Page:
By Jonathan Bernstein / Bloomberg Opinion
Vice President Kamala Harris voted six times to break Senate ties this week. That brings her total to 23 ties broken, a record pace. She’s already third all-time, behind only John C. Calhoun (31 from 1825-32) and John Adams (29 from 1789-97).
What she’s voted on tells an important story about the Senate. None of it has been regular legislation. It’s all on measures regarding the budget or other fiscal matters falling under the rubric of reconciliation, and then on nominations and procedural votes on nominations. Contrast that to George H.W. Bush when he was vice president in the 1980s: Six of his seven tiebreaking Senate votes were on amendments to bills or motions relating to amendments.
These days, far fewer amendments are considered. And thanks to the filibuster-everything Senate, those amendments that do get offered and reach a vote usually need 60 to pass, making the vice-president irrelevant.
On the other hand, ties on nomination votes are now far more frequent. Nominations draw far more partisan opposition now than they used to, and after the Democratic majority changed Senate procedures in October 2013 to end filibusters for most nominations, 50 votes plus the vice-president’s has been all it takes to move a nomination forward.
The second point here is about the so-called RINOs — those relatively moderate conservatives accused by critics of being Republicans in Name Only — and their moderately liberal Democratic cousins. The point? They basically don’t exist. That’s why there are so many tie votes in the present Congress. With 50 Democrats and 50 Republicans, there are going to be a lot of 50-50 votes, with all the Democrats lining up against all the Republicans.
Now, it’s also true that there have only been 23 ties, which means that a lot of nominations have been confirmed without that 50/50 split. In a few cases, that happened when absent senators gave Democrats a temporary majority. More often, it was because at least one Republican supported a nominee. The opposite also happens, with one or more Democrats joining all of the Republicans in opposing a nominee, although in those cases the nomination usually is withdrawn before a vote. What hardly ever happens is any overlap; that is, a vote in which a handful of Democrats votes with most of the Republicans while a handful of Republicans votes with most of the Democrats.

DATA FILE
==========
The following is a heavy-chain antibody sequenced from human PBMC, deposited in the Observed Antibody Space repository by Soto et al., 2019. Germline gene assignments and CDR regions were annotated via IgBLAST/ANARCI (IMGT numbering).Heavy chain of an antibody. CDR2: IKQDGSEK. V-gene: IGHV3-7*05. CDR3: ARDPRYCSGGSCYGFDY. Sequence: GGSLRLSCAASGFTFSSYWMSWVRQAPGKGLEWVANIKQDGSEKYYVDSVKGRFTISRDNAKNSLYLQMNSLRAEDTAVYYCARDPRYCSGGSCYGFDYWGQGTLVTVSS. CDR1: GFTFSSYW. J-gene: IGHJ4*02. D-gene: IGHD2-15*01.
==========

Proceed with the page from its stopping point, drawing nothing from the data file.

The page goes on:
Or to put it another way: If the two least conservative Republicans — Susan Collins of Maine and Lisa Murkowski of Alaska — support a nominee of President Biden, then it’s almost certain that the least liberal Democrat, West Virginia’s Joe Manchin, will also support him or her. And if Manchin opposes a nominee, then Collins and Murkowski will as well. That’s because Manchin in his Senate floor votes appears to be considerably more liberal than Collins and Murkowski.
If Collins or Murkowski were to be replaced by a Democrat, then the Democratic majority would suddenly get a lot more solid. Some of the failed Biden nominations (and there haven’t been many) would have been confirmed; there’s a good chance that one or more major Democratic bill would have passed. If Manchin were to be replaced by a Republican, the Democratic majority would be gone, and with it most of Biden’s judicial and executive branch nominations, and any hope for most of the Democratic agenda.
A lot of people resist accepting that basic fact about Congress; one that applies generally at all levels of U.S. politics. Partisans find the Manchins and Murkowskis frustrating or worse. That’s understandable, but it’s usually the case that senators (including Manchin and Collins) who lean closer to the political center are probably the best their party can hope for from certain states. Meanwhile, people who don’t like parties often treat those relative moderates as better than the average politician because they don’t always vote with their parties.
The truth, however, is that this kind of senator or member of the House of Representatives can be pragmatic or not, productive or not, effective for a district or not. And so can those who are in the ideological mainstream of their parties, or even those who are extremely liberal or conservative. They just get a lot more attention than others. At least when it’s a 50/50 Senate.
Jonathan Bernstein is a Bloomberg Opinion columnist covering politics and policy. A former professor of political science at the University of Texas at San Antonio and DePauw University, he wrote A Plain Blog About Politics.